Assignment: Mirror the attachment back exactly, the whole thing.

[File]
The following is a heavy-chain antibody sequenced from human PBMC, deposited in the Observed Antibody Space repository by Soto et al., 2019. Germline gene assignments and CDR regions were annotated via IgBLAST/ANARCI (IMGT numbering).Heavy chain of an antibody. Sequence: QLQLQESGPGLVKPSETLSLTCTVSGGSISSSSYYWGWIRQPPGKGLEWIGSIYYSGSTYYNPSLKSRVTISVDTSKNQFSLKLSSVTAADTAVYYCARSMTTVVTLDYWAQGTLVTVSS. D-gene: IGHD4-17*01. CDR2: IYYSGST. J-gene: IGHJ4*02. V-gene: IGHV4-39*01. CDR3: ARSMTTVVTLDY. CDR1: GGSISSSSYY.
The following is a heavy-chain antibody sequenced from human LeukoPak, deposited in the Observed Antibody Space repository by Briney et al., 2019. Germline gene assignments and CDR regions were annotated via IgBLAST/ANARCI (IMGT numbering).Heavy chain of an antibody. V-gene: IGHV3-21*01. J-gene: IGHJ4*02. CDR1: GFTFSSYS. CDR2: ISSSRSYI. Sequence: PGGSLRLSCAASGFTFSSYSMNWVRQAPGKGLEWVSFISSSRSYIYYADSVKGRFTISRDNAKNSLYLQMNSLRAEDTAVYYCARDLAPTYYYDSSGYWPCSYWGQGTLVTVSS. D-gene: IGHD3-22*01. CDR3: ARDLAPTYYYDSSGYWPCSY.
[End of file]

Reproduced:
The following is a heavy-chain antibody sequenced from human PBMC, deposited in the Observed Antibody Space repository by Soto et al., 2019. Germline gene assignments and CDR regions were annotated via IgBLAST/ANARCI (IMGT numbering).Heavy chain of an antibody. Sequence: QLQLQESGPGLVKPSETLSLTCTVSGGSISSSSYYWGWIRQPPGKGLEWIGSIYYSGSTYYNPSLKSRVTISVDTSKNQFSLKLSSVTAADTAVYYCARSMTTVVTLDYWAQGTLVTVSS. D-gene: IGHD4-17*01. CDR2: IYYSGST. J-gene: IGHJ4*02. V-gene: IGHV4-39*01. CDR3: ARSMTTVVTLDY. CDR1: GGSISSSSYY.
The following is a heavy-chain antibody sequenced from human LeukoPak, deposited in the Observed Antibody Space repository by Briney et al., 2019. Germline gene assignments and CDR regions were annotated via IgBLAST/ANARCI (IMGT numbering).Heavy chain of an antibody. V-gene: IGHV3-21*01. J-gene: IGHJ4*02. CDR1: GFTFSSYS. CDR2: ISSSRSYI. Sequence: PGGSLRLSCAASGFTFSSYSMNWVRQAPGKGLEWVSFISSSRSYIYYADSVKGRFTISRDNAKNSLYLQMNSLRAEDTAVYYCARDLAPTYYYDSSGYWPCSYWGQGTLVTVSS. D-gene: IGHD3-22*01. CDR3: ARDLAPTYYYDSSGYWPCSY.